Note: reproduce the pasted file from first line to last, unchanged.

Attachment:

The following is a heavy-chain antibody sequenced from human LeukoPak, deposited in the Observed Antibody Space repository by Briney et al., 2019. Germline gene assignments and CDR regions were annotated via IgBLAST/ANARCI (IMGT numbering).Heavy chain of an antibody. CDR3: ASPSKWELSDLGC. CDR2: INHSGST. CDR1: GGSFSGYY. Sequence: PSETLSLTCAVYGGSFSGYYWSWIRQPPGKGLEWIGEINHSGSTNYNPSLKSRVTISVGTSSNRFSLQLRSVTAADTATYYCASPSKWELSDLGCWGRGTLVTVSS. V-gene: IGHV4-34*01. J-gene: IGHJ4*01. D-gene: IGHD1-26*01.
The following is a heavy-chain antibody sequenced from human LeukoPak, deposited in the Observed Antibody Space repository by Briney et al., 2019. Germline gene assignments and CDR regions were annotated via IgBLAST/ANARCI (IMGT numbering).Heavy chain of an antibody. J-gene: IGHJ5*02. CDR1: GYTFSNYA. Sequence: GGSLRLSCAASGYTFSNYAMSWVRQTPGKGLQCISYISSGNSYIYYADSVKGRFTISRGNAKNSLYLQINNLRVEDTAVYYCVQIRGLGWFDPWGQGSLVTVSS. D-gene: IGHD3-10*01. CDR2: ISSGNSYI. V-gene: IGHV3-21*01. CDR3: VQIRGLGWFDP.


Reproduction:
The following is a heavy-chain antibody sequenced from human LeukoPak, deposited in the Observed Antibody Space repository by Briney et al., 2019. Germline gene assignments and CDR regions were annotated via IgBLAST/ANARCI (IMGT numbering).Heavy chain of an antibody. CDR3: ASPSKWELSDLGC. CDR2: INHSGST. CDR1: GGSFSGYY. Sequence: PSETLSLTCAVYGGSFSGYYWSWIRQPPGKGLEWIGEINHSGSTNYNPSLKSRVTISVGTSSNRFSLQLRSVTAADTATYYCASPSKWELSDLGCWGRGTLVTVSS. V-gene: IGHV4-34*01. J-gene: IGHJ4*01. D-gene: IGHD1-26*01.
The following is a heavy-chain antibody sequenced from human LeukoPak, deposited in the Observed Antibody Space repository by Briney et al., 2019. Germline gene assignments and CDR regions were annotated via IgBLAST/ANARCI (IMGT numbering).Heavy chain of an antibody. J-gene: IGHJ5*02. CDR1: GYTFSNYA. Sequence: GGSLRLSCAASGYTFSNYAMSWVRQTPGKGLQCISYISSGNSYIYYADSVKGRFTISRGNAKNSLYLQINNLRVEDTAVYYCVQIRGLGWFDPWGQGSLVTVSS. D-gene: IGHD3-10*01. CDR2: ISSGNSYI. V-gene: IGHV3-21*01. CDR3: VQIRGLGWFDP.